My Favorite Brownies

Courtesy of Google images

I am a brownie hound.  The richer, thicker, and fudgier, the better.  I’m also a brownie purist and strongly believe that a brownie should never be cake-like; otherwise, it would be chocolate cake, and it is not.  I have been in constant search of the perfect brownie recipe ever since I graduated from boxed mixes (it’s funny how differently they taste now that I’ve had good, homemade ones) and nowhere did I find one that was as decadent, luscious, dense, and dark as I wanted.  After many, many transformations, I finally evolved an old recipe into something approaching the perfect brownie.

This recipe makes a thick, unbearably rich, and luxuriously fudgy brownie.  For the dark-chocolate lover and all my fellows who scoff at “cake-like” brownie recipes, this brownie is the one for you.



  • 1 cup butter
  • 6 ounces of unsweetened chocolate
  • 2 cups white sugar
  • 3 eggs
  • 1 egg yolk
  • 1 cup all-purpose flour
  • 1 teaspoon vanilla extract
  • 1/2 teaspoon salt
  1. Preheat your oven to 350° F. Grease a 9 x 13 inch baking pan.
  2. In a small bowl, combine your flour and salt.
  3. In a small saucepan melt butter and chocolate, over low heat, stirring the mixture constantly (take your time with the melting, chocolate can be a tricky thing sometimes and you don’t want to burn it)
  4. When the chocolate and butter are melted, remove from heat, and stir in your sugar. Allow this to cool slightly (3 minutes, or until just slightly warm).
  5. Pour the chocolate mixture into a medium bowl and beat in your eggs one at a time, mixing well after each, then stir in the vanilla (don’t over-mix here, stir until just combined)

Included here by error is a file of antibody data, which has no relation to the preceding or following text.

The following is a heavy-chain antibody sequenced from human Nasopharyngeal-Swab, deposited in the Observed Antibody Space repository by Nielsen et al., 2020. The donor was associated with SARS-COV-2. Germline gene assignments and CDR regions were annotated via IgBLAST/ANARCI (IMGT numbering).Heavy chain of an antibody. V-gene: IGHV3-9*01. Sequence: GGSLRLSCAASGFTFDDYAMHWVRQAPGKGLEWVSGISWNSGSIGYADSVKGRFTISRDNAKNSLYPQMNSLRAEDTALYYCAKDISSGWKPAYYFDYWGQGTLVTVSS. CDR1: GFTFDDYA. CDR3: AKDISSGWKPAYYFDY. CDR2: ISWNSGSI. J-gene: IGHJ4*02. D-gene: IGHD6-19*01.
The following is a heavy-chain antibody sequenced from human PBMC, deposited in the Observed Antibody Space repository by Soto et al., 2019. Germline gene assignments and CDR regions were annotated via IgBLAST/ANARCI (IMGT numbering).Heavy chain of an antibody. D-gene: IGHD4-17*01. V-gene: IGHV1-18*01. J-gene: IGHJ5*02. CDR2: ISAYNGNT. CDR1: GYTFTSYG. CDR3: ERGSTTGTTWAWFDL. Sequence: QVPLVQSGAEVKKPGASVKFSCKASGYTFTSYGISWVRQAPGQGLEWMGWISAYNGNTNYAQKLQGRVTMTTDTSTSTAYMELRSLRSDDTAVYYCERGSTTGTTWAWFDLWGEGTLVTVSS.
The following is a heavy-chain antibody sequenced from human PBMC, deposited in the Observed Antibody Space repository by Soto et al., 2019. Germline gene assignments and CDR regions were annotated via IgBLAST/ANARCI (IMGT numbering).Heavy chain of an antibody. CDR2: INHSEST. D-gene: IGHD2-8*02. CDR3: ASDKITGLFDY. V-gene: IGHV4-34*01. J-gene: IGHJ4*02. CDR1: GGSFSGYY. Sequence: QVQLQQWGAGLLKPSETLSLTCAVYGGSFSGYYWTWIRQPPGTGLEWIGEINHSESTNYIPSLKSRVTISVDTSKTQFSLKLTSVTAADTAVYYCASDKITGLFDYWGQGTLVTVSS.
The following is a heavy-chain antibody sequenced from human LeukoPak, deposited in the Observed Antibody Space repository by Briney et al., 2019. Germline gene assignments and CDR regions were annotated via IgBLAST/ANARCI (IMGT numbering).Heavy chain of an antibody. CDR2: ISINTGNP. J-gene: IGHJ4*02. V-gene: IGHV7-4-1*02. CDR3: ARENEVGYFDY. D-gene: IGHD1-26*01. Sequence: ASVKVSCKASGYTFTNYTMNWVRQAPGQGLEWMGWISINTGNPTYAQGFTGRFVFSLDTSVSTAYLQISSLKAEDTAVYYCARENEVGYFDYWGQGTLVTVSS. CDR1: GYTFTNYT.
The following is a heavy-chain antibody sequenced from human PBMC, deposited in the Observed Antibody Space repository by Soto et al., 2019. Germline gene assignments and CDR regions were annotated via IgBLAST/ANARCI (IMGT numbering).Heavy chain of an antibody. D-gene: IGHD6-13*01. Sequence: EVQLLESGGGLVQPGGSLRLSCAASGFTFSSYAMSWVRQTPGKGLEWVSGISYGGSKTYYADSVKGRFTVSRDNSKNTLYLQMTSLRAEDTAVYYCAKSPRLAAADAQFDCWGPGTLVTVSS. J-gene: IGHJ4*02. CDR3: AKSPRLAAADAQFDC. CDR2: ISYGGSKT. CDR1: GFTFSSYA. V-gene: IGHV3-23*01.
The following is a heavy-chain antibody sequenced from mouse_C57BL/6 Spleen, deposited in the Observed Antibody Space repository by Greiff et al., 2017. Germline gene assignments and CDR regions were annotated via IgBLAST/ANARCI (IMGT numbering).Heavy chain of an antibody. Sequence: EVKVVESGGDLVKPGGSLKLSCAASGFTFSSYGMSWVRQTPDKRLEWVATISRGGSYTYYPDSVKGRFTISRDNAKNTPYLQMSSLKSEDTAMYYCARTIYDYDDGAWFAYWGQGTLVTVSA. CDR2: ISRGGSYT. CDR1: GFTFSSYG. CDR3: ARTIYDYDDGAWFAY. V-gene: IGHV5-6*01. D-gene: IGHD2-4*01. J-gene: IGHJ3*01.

6. Stir in your flour and salt.
  7. Spread the batter evenly into the prepared pan.
  8. Bake in oven 20 to 25 minutes (I cheat here and under-bake.  I take them out when an inserted toothpick still has some brownie clinging to it).
  9. To make your brownies a little denser (and prevent over-cooking while in the pan), you can stick them in the fridge and lay a ziplock with ice in it over the top.


This is sort of the ultimate brownie rule: never, ever over-mix your batter.  I would recommend hand mixing this entire thing with a wooden spoon (not an electric mixer).  The more you mix the batter, the fluffier the end product becomes.

When you’re looking to try a new brownie recipe, always look to see if it calls for chocolate or cocoa powder.  Cocoa powder yields a drier and more cake-like brownie.

Using unsweetened chocolate (if the recipe calls for semi-sweet or bittersweet) may make your brownie too dry and crumbly.  Sugar holds things together and keeps pastries moist.


This recipe is incredibly easy to make, consistently delicious, and simple.   It yields an intensely dark, rich fudge brownie (and it tastes amazing as batter, too).  This is a classic brownie and works as a great base with room for improvisation (like adding nuts, caramel, toffee bits, ginger, raspberries, espresso, etc.).  It uses the classic brownie “cheat”: under-baking, but who cares when it tastes so smooth and luscious?  The search for the perfect fudge brownie continues, but so far, I haven’t found anything to top this one.